Matthew: Well, I think there’s a bunch of problems with their theory here. First of all, I just want to stipulate that I’ll accept for purposes of this discussion that Joe Biden would be minus 20 and that cinema or whomever would be plus 20. I don’t actually believe that at all. And I think it’s important to start there because one theory that they have in terms of your game hypothesis is that they will move the candidates in their direction. So they’ll move Joe Biden from your minus 20 to whatever, plus two by putting pressure on him to become more centrist. I don’t think that even in their wildest imaginings, they think they can move Trump in any meaningful way, but they probably do think, I guess, that they could do that with Biden. The problem is what would that look like? I mean, Joe Biden has signed seven bipartisan bills into law and two fully partisan bills that were written by Joe Manchin, one of the most centrist members of Congress. So he is a demonstrably decent and good person. I think you could argue that he has governed from the center for the most part. His response to the attack on Israel certainly was deeply centrist.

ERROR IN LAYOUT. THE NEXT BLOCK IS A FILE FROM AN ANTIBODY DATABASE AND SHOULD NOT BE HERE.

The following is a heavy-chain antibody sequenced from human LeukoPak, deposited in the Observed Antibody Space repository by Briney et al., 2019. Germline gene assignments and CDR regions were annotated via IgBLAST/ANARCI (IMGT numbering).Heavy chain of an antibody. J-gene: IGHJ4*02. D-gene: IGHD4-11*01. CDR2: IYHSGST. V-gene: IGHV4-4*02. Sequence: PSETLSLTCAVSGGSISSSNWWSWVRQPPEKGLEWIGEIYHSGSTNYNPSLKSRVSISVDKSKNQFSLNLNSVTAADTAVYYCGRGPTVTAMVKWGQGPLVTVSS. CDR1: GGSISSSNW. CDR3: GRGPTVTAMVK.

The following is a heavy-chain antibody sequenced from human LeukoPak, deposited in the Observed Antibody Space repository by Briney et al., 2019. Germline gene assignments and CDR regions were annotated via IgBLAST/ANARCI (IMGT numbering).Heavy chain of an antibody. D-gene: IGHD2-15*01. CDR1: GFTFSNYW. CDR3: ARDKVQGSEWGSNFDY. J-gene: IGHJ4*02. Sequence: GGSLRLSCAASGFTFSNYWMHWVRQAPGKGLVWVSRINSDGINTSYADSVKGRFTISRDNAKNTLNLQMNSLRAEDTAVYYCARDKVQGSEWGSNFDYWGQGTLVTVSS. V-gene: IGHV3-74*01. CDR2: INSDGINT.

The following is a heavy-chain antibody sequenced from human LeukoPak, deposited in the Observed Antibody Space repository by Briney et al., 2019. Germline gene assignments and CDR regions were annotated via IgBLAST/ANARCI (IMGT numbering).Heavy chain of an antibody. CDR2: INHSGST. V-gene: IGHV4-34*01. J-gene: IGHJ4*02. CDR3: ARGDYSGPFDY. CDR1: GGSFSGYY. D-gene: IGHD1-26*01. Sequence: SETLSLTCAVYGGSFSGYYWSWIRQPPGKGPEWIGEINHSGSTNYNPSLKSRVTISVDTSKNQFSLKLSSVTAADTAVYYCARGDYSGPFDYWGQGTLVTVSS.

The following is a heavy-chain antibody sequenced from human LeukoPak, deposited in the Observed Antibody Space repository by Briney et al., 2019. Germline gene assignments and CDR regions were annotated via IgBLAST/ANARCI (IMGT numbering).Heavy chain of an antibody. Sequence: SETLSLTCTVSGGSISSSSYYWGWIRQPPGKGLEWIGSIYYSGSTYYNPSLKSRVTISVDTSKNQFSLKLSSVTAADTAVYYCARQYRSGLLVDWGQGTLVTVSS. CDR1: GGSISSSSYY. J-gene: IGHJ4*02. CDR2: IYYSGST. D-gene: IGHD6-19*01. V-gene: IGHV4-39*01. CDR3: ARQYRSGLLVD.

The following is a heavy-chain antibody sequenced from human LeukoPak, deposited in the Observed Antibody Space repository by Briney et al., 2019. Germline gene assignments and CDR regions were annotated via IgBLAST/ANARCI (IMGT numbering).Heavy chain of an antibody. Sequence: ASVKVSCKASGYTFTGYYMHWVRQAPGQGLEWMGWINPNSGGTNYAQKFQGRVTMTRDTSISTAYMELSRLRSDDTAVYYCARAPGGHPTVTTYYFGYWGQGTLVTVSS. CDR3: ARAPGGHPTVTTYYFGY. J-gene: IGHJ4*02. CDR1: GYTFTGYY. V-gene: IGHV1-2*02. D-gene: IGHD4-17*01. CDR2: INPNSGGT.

He has led the world in the anti-Russian coalition in Ukraine. He is not a wild-eyed radical in any way. There are things that he’s done that even centrist like me don’t particularly love, like the student loan stuff, but for the most part, Joe Biden has been the president that no label says that they want. So the problem with their theory about moving the major party candidates in their direction is that he’s already there and there’s not much more room for him to go. The subtext, though, and what I think you might want to consider pressing Ryan about, is they don’t actually think that Joe Biden is in charge. What they have made clear to their supporters is that it’s not about Biden, it’s about Harris, it’s about Bernie and Warren and AOC, and they’re the people really in charge of the party, and that is just baloney. That is malarkey, first grade malarkey. I mean, it is just completely ridiculous. Joe Biden is absolutely in charge of this government, so that makes no sense. So the theory that they’re going to somehow move the Democrats in their direction doesn’t work. And then the other theory is that they can win the election. We can talk about whether or not that’s credible.